There are federal (Government of Canada) and provincial immigration schemes (Government of Alberta). The provincial program in Alberta is known as the Alberta Immigrant Nominee Program (AINP). The Alberta government nominates people for permanent residency, but the federal government determines who gets to stay. Because the AINP is an economic initiative, Alberta nominates candidates to assist satisfy the province's labor and entrepreneurship requirements. Alberta may need different sorts of employees and businesses as the province's economy evolves.

There are also federal (Government of Canada) and provincial (British Columbia, Ontario, and Quebec) immigration schemes in effect.

11. Employer Of Record service terms

There is no information about the Employer of Record (EoR) service terms for this country.

Employment contracts

Termination, probation, working hours, pay and leaves, bonuses, and other benefits should all be addressed in employment contracts.

Prospective workers might be subjected to background checks by their employers. These tests, however, must be confined to information such as:

Criminal background


Employment history

Reference check

With Rivermate being your Employer of Record (EoR) in Canada, you do not have to worry about the employment contracts, as we take care of that.

Minimum assignment length

There is no set length for assignments. This is usually indicated in the employment contract for fixed-term employments.

Payment currency

Canadian Dollar (CAD)

13.Opening a subsidiary in Canada

There is no information about the working hours for this country.

How to set up a subsidiary

You have three alternatives for establishing a presence in Canada: as a corporation, a partnership, or an extra-provincial company. Here are the distinctions between the three.

Corporations: Incorporation is done at either the federal or provincial level. Your company is treated as a distinct legal entity from its shareholders, and shareholders are not personally accountable for any debts, actions, or other responsibilities.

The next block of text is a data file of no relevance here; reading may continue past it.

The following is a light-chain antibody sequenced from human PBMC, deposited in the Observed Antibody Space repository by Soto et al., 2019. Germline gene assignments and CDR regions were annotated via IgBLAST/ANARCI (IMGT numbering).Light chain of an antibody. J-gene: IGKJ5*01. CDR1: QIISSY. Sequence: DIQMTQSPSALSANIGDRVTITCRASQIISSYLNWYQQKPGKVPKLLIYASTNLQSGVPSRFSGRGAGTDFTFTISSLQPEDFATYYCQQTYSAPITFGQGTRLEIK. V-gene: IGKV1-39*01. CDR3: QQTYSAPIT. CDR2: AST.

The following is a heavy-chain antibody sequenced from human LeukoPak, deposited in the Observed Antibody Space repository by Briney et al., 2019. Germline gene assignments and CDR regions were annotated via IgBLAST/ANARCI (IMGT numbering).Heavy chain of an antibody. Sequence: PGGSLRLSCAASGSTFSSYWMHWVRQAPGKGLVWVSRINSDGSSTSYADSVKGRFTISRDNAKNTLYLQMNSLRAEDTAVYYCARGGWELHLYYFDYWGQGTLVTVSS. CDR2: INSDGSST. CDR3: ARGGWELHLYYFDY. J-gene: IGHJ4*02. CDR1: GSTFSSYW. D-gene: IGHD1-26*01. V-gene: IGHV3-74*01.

Partnerships: The two forms of partnerships include general or limited. In rare cases, your company may subsequently be formed as a limited liability partnership.

Extra-Provincial Corporation: Incorporation is only available at the provincial level, and each province has its unique set of rules. Your firm will not be required to employ a certain proportion of Canadians, thus it may be entirely foreign-owned and directed.

Subsidiary laws

Canada subsidiary rules differ depending on the province in which you operate. If you want your subsidiary to function under certain circumstances, you should look for a place with a climate that is favorable to your company. For example, in Ontario, Alberta, Manitoba, Saskatchewan, Newfoundland and Labrador, at least 25% of the subsidiary's directors must be Canadian residents.

Consider where you want to do business in Canada. If you are formed under the federal rules of the nation, you must register in each province where you want to do business.

When establishing your subsidiary, it's also a good idea to think about things like current trade agreements and the nationality of your headquarters. Although English is the official language of Canada, distinct provinces may have their own dialects, such as French.

13. Why choose Rivermate as your Employer of Record / PEO in Canada

Establishing an entity in Canada to hire a team takes time, money, and effort. The labor law in Canada has strong worker employment protection, requiring great attention to details and a thorough awareness of local best practices. Rivermate makes expanding into Canada simple and effortless. We can assist you with hiring your preferred talent, managing HR and payroll, and ensuring compliance with local legislation without the hassle of establishing a foreign branch office or subsidiary. Our PEO and Global Employer of Record (EOR) solutions in Canada give you peace of mind so you can focus on running your business. Please contact us if you'd like to learn more about how Rivermate can help you hire employees in Canada via our Employer of Record (EOR) / PEO solution.